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Under Illinois Law, Projections as to Future Sales Figures Given to Franchisees by a Franchisor to Entice Them to Purchase Franchises Were Held Not Actionable As Fraud

An Illinois court recently held that projected sales figures contained in pro formas given to franchisees by the franchisor, presumably to entice the franchisees to purchase a franchise, were statements of opinion rather than fact, and thus could not be the basis of the franchisees’ fraud and negligent misrepresentation claims when the franchisees actual sales figures never met expectations. 

In Avon Hardware Co., et al.  v. Ace Hardware Corp, 2013 IL App (1st) 130750, 2013 WL 5783335 (Ill. App. 1 Dist.), two hardware franchisees sued Ace Hardware alleging they had been fraudulently induced to enter franchise agreements based on Ace’s project sales estimates that were never achieved once the stores were in operation.   The plaintiffs entered into franchise agreements with Ace to operate new hardware stores to compete with big box retailers such as Lowes and Home Depot.  Presumably to entice them to purchase the franchises, Ace provided plaintiffs with a “pro forma” document containing sales and cash flow forecasts as well as historical data concerning the sales and revenues of existing stores.  The plaintiffs allege that the pro forma document led them to believe their stores would be successful, thereby inducing them to purchase the franchises.  

Unfortunately, the plaintiffs’ stores never approached the forecasted sales and revenue figures contained in the projections and ultimately failed.  Plaintiffs then sued Ace, alleging that Ace knew the stores would never make meet the sales projections and alleging that Ace intentionally used fraudulent and misleading historical sales and projected figures to entice the Plaintiffs to purchase the franchises.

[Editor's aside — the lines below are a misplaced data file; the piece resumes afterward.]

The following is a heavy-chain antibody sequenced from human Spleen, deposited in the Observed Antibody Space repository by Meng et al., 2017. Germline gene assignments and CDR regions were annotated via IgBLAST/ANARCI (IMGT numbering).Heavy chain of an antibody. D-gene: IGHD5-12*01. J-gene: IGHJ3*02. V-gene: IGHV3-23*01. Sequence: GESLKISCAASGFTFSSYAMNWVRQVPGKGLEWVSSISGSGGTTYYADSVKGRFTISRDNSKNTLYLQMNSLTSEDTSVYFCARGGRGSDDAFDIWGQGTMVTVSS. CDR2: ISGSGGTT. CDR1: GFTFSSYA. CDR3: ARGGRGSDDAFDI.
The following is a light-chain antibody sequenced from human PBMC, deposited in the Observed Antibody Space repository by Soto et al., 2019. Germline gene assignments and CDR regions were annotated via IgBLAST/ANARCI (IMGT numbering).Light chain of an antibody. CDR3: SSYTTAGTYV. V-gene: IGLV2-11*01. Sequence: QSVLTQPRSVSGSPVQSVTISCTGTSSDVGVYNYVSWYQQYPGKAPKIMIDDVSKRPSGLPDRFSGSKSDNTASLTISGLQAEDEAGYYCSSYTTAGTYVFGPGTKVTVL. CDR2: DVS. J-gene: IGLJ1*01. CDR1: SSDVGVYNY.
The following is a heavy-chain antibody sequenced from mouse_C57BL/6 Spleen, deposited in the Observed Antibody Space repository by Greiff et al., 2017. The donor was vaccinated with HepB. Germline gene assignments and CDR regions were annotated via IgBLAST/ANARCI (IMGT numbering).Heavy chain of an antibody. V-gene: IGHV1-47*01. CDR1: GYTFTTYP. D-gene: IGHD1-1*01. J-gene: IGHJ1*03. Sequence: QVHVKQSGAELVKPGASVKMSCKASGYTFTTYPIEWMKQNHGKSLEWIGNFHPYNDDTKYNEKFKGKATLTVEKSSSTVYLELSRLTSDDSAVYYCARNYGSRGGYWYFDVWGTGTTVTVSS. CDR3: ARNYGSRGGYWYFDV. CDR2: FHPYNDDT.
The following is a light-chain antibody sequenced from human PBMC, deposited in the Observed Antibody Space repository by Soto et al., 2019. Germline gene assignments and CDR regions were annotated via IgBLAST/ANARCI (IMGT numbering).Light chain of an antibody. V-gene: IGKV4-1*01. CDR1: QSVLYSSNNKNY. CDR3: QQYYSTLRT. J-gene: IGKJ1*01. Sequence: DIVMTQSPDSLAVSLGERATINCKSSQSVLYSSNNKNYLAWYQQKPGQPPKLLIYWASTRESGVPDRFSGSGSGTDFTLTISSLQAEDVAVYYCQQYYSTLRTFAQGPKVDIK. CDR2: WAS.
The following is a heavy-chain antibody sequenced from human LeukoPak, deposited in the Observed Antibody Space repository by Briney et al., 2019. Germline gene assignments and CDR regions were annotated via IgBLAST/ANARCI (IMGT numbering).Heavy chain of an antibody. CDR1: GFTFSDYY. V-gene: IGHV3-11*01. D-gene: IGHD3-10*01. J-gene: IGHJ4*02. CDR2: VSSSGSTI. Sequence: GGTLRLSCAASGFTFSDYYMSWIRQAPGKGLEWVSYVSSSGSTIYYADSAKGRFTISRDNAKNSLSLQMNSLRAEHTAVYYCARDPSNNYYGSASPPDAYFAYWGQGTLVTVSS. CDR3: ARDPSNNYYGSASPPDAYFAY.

On appeal, the Illinois Appellate Court explained that the basis of a fraud or negligent misrepresentation claim must be a statement of fact, not an expression of opinion.  The Court further explained that, generally speaking, financial projections are considered to be statements of opinion, not fact.   Accordingly, the court had to decide whether Ace’s alleged manipulation of the financial data contained in the pro forma constituted false statements of fact.  Ultimately, the court agreed with Ace that the plaintiffs’ allegations based on the projected sales figures, such as those contained in the pro forma document, were not actionable because they were merely an expression of opinion about future performance.  

The court did caution, however, that certain of Ace’s representations as to historical financial performance of its stores could be actionable, although the court ultimately determined that the historical data Ace provided in this case was not false or misleading.